Okay, So this was a topic I felt very iffy about writing because I know a lot of people live this way, not by choice, but some choose this way because they either fear stepping out and making a difference, or their minds are still enslaved to live “hand-to-mouth”. Many people like myself (well….I “use” to) avoid “budgeting” because we convince ourselves that we have a good handle on money, but very often people who are making a decent salary still cant seem to get out of the vicious cycle of living a “paycheck away from poverty”.
Do you know where your money is actually going every month? If not, then that’s a huge warning sign that it’s time to start paying attention. Don’t get me wrong, I know that improving ones financial situation isn’t easy or fast but it is possible. Here’s how to stop living paycheck to paycheck this year.
5 ways to stop living paycheck to paycheck
1 | Create a Monthly Budget
Many of us are poor at money management because we haven’t been taught the proper ways to manage money. Creating a monthly budget and sticking to it as much as possible is “rule 101”. Budgets are a great way to get you back on track. Some budgets can be as simple as keeping track of your paydays and the due dates of all your monthly expenses, then determine items you might be able to cut back on to start saving money.
Get out a sheet of paper and…
• List out all fixed expenses (Rent/Mortgage, Utilities, Phone Bill, etc.)
• List out all minimum debt payments (Credit cards, Car Loans, Personal Loans, Student Loans, etc.)
• Go through your bank statements and look for the averages for all monthly variable spending (Groceries, Gas, Clothing, Home Décor, Entertainment, Travel, etc.)
Divvy up your paycheck to cover each part of the budget. You can set up different accounts for each area of your budget and have your paycheck automatically split among those accounts with enough money to cover all the expenses, then whatever is left should go automatically into savings. If you want to go the old-fashioned route, pay in cash for whatever you can, using envelopes to split up your money and keep you within budget.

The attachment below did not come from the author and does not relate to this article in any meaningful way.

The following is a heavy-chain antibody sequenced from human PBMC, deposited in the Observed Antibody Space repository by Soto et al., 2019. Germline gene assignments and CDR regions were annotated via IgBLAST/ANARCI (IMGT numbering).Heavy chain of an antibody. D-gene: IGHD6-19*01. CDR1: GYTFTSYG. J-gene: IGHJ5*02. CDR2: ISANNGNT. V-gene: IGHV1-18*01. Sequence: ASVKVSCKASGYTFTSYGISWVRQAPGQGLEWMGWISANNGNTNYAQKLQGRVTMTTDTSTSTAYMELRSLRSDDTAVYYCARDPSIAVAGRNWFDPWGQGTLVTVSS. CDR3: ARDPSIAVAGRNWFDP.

2 | Set goals
If you don’t know why you’re saving, it often gets put on the back burner. So identify what your big goals are and then start taking steps to reach them.
So you’ve set your goals and created a budget, which is a great start, but if you don’t track it, that’s when actually sticking to the budget becomes nearly impossible.
3 | Tracking your expenses is the best way to get control of your money — for several reasons.
If you want to stop living paycheck to paycheck, you have to know where your money is going, and you have to give every dollar a purpose. Tracking how much money is coming in versus how much is going out— and where exactly that money is going— is the only way you’ll really be able to understand your finances. Having a confident relationship with money is crucial — it’s what allows you to make the right decisions at the right time — but in order to do that, you must understand your patterns and routine.
Knowing exactly what’s going on with your money every day, week and month is the key to making smart financial decisions that have a big impact on both your life now and your future.
If you don’t pay attention, it becomes very difficult to make sure that you’re adequately prepared for each of your big goals— including retirement savings, building an emergency savings fund and saving for big purchases like buying a house, car or even going on a vacation.
4 | No matter the amount, “put up a likkle tups” (SAVE! SAVE! SAVE!)
The risk of not saving becomes real when you draw for that bank card or walk into that bank, trust me!
Regardless of your income, there are always ways to reduce costs in order to put money away into savings.
One big problem many people face is the psychological barrier — prioritizing present needs and wants over future needs — no one expects an emergency to come up, so it’s easy to assume that there will always be more time to save later. You’re so wrong!
This is a really bad mindset to have, for two reasons. First, time is money. The earlier you save, the more time your money has to grow (make your money labour for you). So, even if you save a lot of money down the road, it still won’t be worth as much as the money you save now.
Second, emergencies do happen —and the reality is, if you don’t have the money to cover it, one unexpected bill can end up causing you major, long-term financial damage. Regardless of how much money you make, if you don’t make saving part of your routine and monthly budget, you will very likely reach the end of the month and realize you’ve spent what you had planned to save.
5 | Stop Spending Impulsively
How many times have you grabbed something that has been placed at the end of an aisle at the grocery store, clothes store or mall? At some point or another, I am sure we are all guilty of this. Often we don’t ever use the product, or we may get home and instantly regret purchasing it.
Whew 😌! These are great nuggets. Go ahead, use them, I dare you! You’ll be glad you did.
Share your plans of breaking the “hand-to-mouth” mentality cycle.